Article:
Note that Mr. Fossum is not licensed to practice in this state and apparently does not understand California law.
In some states -- possibly including Minnesota, where Mr. Fossum practices -- being "in physical control of the vehicle" is enough for a DUI conviction, but in California, the prosecution must prove you actually drove. That means that you caused SOME movement of the vehicle, even it it was only a fraction of an inch.
As Mr. Limberg notes, a good DUI attorney can review all the facts and try to get you the best possible result.
Please understand that this is a general discussion of legal principles by a California lawyer and does not create an attorney/client relationship. It's impossible to give detailed, accurate advice based on a few sentences on a website (and you shouldn't provide too much specific information about your legal matter on a public forum like this site, anyway). You should always seek advice from an attorney licensed in your jurisdiction who can give you an informed opinion after reviewing all of the relevant information.
You need the assistance of a good DUI lawyer. This is too complex a situation for you to be able to handle it by yourself. The problem you face is that by sitting in the driver's seat, you gave the officer reason to believe you were in physical control of the vehicle.
This response is for informational purposes only and is not offered as legal advice.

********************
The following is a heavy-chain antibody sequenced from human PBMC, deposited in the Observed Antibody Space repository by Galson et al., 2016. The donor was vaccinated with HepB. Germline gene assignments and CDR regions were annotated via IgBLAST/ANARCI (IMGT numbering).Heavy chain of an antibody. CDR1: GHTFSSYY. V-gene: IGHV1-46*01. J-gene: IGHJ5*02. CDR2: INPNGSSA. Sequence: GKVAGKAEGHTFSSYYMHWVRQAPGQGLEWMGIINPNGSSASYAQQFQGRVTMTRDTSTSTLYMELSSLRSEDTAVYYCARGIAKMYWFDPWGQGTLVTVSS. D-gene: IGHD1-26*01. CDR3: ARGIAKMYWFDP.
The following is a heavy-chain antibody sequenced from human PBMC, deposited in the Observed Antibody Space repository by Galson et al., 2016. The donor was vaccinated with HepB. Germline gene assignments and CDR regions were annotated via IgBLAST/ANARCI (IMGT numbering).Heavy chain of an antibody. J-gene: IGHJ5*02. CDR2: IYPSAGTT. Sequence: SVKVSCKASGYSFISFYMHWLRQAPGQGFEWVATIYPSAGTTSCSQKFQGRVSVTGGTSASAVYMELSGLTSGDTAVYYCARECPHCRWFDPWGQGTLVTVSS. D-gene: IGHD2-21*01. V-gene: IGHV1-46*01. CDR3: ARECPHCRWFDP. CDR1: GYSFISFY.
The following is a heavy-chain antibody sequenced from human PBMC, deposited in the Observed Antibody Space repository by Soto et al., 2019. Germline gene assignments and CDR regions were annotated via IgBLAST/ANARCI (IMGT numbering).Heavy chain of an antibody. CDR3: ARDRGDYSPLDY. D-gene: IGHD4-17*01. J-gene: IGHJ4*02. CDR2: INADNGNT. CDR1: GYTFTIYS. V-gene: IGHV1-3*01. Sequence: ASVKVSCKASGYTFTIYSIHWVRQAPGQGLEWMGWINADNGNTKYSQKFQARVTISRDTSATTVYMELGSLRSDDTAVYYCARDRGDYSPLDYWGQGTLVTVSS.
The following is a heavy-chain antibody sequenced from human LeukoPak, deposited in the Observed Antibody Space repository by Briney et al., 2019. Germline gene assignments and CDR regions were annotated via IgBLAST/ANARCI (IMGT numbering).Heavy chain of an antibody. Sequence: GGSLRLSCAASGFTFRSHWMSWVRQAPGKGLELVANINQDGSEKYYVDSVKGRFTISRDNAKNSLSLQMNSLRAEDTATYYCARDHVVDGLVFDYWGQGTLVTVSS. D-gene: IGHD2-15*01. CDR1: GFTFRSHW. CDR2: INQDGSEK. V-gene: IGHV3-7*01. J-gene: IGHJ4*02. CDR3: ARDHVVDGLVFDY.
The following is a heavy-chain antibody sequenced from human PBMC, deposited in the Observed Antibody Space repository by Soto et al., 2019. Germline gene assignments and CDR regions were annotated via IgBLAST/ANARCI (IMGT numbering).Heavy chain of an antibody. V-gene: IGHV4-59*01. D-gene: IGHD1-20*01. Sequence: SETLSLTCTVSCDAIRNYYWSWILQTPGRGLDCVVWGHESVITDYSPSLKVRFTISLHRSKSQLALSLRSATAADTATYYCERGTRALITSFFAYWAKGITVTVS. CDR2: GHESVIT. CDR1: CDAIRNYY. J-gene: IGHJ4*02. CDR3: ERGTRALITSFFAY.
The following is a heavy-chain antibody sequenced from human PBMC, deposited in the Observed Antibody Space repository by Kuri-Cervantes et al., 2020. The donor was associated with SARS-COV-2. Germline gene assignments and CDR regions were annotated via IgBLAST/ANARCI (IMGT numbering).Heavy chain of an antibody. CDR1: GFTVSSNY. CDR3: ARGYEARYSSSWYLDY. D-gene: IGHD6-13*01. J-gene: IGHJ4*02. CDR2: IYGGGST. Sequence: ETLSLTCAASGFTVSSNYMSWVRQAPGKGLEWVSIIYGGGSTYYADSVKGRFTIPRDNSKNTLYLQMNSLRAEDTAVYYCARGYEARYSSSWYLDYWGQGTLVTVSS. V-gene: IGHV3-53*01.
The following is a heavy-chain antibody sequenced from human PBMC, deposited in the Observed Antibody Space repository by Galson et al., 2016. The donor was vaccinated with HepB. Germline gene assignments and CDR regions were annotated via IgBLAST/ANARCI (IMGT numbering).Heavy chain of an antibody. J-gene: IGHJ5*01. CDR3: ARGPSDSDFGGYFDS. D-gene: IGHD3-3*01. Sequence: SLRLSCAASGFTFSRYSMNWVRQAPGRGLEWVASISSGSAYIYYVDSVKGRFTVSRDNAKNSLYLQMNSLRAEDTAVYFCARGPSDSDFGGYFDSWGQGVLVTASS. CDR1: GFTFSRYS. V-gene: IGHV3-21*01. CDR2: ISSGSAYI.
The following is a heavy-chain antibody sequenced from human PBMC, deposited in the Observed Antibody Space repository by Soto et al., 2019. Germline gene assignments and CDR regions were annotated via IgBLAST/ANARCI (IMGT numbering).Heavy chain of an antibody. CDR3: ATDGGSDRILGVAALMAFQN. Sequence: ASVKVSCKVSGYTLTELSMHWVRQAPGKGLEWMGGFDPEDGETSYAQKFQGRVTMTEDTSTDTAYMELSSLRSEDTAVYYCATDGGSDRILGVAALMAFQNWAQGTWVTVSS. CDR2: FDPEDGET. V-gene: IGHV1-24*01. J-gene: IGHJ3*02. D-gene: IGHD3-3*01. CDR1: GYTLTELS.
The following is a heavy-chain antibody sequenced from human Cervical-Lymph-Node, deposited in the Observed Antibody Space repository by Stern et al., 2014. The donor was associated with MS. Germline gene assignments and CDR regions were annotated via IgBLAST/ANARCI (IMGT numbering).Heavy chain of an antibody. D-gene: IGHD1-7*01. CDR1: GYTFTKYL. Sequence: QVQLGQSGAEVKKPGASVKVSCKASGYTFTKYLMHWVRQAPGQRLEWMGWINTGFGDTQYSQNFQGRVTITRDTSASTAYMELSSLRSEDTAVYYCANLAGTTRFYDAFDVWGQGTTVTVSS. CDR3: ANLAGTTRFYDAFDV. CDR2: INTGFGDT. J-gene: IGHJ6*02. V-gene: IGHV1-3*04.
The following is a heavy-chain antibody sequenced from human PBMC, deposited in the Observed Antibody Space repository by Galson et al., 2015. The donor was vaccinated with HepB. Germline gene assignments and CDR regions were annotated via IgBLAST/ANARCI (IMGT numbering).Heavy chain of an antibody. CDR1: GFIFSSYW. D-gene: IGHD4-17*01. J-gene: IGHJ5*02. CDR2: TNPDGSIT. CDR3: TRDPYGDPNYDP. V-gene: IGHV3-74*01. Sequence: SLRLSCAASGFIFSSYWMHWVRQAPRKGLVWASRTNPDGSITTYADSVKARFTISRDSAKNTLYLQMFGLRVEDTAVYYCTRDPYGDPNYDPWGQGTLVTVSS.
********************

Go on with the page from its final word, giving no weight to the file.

You should contact a defense attorney right away. Since you posted on this site I'm assuming you're not in custody and have an arraignment scheduled in a couple of weeks. There are a number of things a good attorney can do on your behalf now that will pay off in the long run.
First, please understand that the courts and the DMV are separate entities that will act independently of each other. You have ten days from the date of your arrest to request a hearing challenging your suspension. If you have an attorney schedule the hearing then it's likely he will receive a copy of the police report from the DMV well before your arraignment. This will come in handy since he can refer to the report when attempting to persuade the prosecutor, prior to your arraignment, to not charge you with a DUI. He can also challenge a license suspension based on the fact you weren't driving the evening you were arrested. That is also a defense to a DUI charge.
You should not wait to consult a defense attorney regarding what steps can be taken now to ensure you obtain the best possible result.